Using portable emissions measurement systems (PEMS) to derive more accurate estimates of fuel use and nitrogen oxides emissions from modern Euro 6 passenger cars under real-world driving conditions
Data from portable emissions measurement systems (PEMS) and other sources have allowed the discrepancy between type approval and real-world fuel economy and nitrogen oxides (NOx) emissions to be both identified and quantified. However, a gap in the knowledge persists because identifying this discrepancy does not allow us to predict real-world fuel economy and emissions accurately. We address this gap in the knowledge using a bottom-up approach: a PEMS is used across a range of Euro 6 petrol and diesel vehicles, from which internally-consistent powertrain models are derived. These training vehicles are simulated over 20 real-world and regulated driving cycles. 26 metrics representing driving, vehicle and ambient characteristics are used to develop quantile regression (QR) models for three vehicle groups: direct-injection petrol vehicles with three way catalysts; diesel vehicles with selective catalytic reduction; and diesel vehicles with lean NOx traps. 95% prediction intervals are used to assess the predictive accuracy of the QR models from a set of validation vehicles. Across the vehicle groups, QR models for both fuel economy and NOx emissions depended on the dynamics of the driving cycles more than the engine characteristics or ambient conditions. The 95% prediction interval for fuel economy enclosed most of the observed values from the PEMS test, with similar prediction error to COPERT in most cases. The bene ts of the QR approach were more pronounced for NOx emissions, where the majority of PEMS observed data was enclosed in the 95% PI and median prediction error was up to two times lower than COPERT.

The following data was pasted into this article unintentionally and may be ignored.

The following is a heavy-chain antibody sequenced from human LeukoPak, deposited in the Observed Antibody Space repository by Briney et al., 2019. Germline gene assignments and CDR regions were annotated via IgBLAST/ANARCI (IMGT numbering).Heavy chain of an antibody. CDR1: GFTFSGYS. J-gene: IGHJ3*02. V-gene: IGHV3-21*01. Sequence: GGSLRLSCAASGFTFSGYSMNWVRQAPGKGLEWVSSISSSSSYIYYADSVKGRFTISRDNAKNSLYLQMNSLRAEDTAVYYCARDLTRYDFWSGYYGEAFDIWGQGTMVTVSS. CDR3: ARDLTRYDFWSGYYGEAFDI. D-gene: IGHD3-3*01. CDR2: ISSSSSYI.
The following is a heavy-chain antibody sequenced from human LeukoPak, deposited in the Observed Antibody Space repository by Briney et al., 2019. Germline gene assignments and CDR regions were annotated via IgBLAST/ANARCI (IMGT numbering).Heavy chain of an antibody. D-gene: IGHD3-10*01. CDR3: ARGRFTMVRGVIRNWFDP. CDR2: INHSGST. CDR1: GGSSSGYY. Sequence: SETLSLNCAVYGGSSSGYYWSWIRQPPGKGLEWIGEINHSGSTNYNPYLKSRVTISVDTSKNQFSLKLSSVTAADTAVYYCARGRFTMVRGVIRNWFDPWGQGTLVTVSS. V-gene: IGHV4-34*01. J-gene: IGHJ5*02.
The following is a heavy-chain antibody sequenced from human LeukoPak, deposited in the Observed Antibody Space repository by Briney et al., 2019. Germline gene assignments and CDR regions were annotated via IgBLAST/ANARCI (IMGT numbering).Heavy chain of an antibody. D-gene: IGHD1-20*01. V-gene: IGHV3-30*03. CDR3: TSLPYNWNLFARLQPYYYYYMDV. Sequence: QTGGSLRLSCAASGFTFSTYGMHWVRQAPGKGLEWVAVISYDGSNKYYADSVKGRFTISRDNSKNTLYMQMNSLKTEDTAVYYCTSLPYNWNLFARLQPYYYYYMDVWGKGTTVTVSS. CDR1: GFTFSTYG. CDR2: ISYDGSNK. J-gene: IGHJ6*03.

Engineering and Physical Sciences Research Council (EP/K00915X/1)
Engineering and Physical Sciences Research Council (EP/F034350/1)